Specifically, the voltage of the node Node_D1 is D_3 + VR− (Vth_M + Va) when reading data D_3 held in the memory cell 101_11. In addition, when data D_1 held in the memory cell 101_12 is read, D_1 + VR− (Vth_M + Va). When data D_5 held in the memory cell 101_13 is read, D_5 + VR− (Vth_M + Va) is obtained.

As described above, in the operation of the semiconductor device described in this embodiment, a voltage corresponding to data in which the influence of variation in various characteristics of transistors is reduced can be read from a memory cell as an output voltage. Therefore, further multi-value can be achieved with respect to multi-value of multi-value data written to the memory cell.

As described above, the structure described in this embodiment can be combined as appropriate with any of the structures described in the other embodiments.

(Embodiment 4)
In this embodiment, modification examples of the structures of the semiconductor devices described in Embodiments 1 to 3 will be described with reference to FIGS.

Modification examples of the semiconductor device including the memory cell and the reference current generation circuit will be described with reference to FIGS.

In the circuit block diagram of the semiconductor device 100p illustrated in FIG. 8, the memory cell 101, the reference current generation circuit 102, and the sense amplifier 103 are illustrated. Further, in the memory cell 101 illustrated in FIG. 8, a transistor 111, a transistor 112p, and a capacitor 113 are illustrated. In the reference current generation circuit 102 shown in FIG. 8, a transistor 121p, a voltage source 122, and a switch 123 are shown.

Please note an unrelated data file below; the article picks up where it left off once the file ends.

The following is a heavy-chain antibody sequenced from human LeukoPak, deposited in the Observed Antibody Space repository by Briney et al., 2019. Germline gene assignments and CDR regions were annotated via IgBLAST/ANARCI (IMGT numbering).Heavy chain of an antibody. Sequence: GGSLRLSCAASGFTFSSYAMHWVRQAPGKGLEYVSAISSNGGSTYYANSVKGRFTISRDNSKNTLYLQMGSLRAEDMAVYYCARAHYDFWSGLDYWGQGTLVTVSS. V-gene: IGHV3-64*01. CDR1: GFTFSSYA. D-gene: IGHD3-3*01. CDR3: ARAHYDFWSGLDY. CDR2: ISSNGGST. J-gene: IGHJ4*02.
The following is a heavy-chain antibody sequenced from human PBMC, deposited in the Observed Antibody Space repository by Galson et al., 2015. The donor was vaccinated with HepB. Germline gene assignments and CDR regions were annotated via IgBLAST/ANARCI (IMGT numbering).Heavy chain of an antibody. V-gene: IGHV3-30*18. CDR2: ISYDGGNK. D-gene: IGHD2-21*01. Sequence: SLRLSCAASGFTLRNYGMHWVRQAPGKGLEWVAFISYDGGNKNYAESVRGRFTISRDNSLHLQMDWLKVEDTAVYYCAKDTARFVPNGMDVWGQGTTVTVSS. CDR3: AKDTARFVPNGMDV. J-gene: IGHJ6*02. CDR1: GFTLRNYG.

The semiconductor device 100p illustrated in FIG. 8 is different from the semiconductor device 100 illustrated in FIG. 1 in that the transistors 112p and 121p are p-channel transistors.

Although the position of the source and drain of the transistor is changed by adopting the configuration of the semiconductor device 100p shown in FIG. 8, the transistor for reading the data held in the gate is the source follower (grounded drain) as in the configuration of FIG. The voltage applied to the transistor for generating the reference current to be passed through the memory cell can be set so that the voltage applied between the gate and the source becomes the threshold voltage of the transistor.

In the configuration of FIG. 8, as in the configuration of FIG. 1, when the data held in the memory cell is read out as a voltage, the influence of variations in transistor field-effect mobility and transistor size is reduced. Can be.

As another configuration, in the circuit block diagram of the semiconductor device 100q illustrated in FIG. 9, the memory cell 101, the reference current generation circuit 102, and the sense amplifier 103 are illustrated. In the memory cell 101 illustrated in FIG. 9, a transistor 111, a transistor 112, a capacitor 113, and a transistor 114 are illustrated. In addition, the reference current generation circuit 102 illustrated in FIG. 9 includes a transistor 121, a voltage source 122, and a switch 123.

The semiconductor device 100q illustrated in FIG. 9 is different from the semiconductor device 100 illustrated in FIG. 1 in that a transistor 114 is added to the memory cell 101. Note that the transistor 114 is sometimes referred to as a fourth transistor.

With the structure of the semiconductor device 100q illustrated in FIG. 9, the read signal RS can be applied to the gate of the transistor 114 to obtain the output voltage Vout. Therefore, in the configuration of FIG. 9, the other electrode of the capacitor 113 can be connected to the high power supply potential Vd which is a fixed potential, and the influence of the variation of the transistor 114 is reduced by increasing the amplitude voltage of the read signal RS. be able to.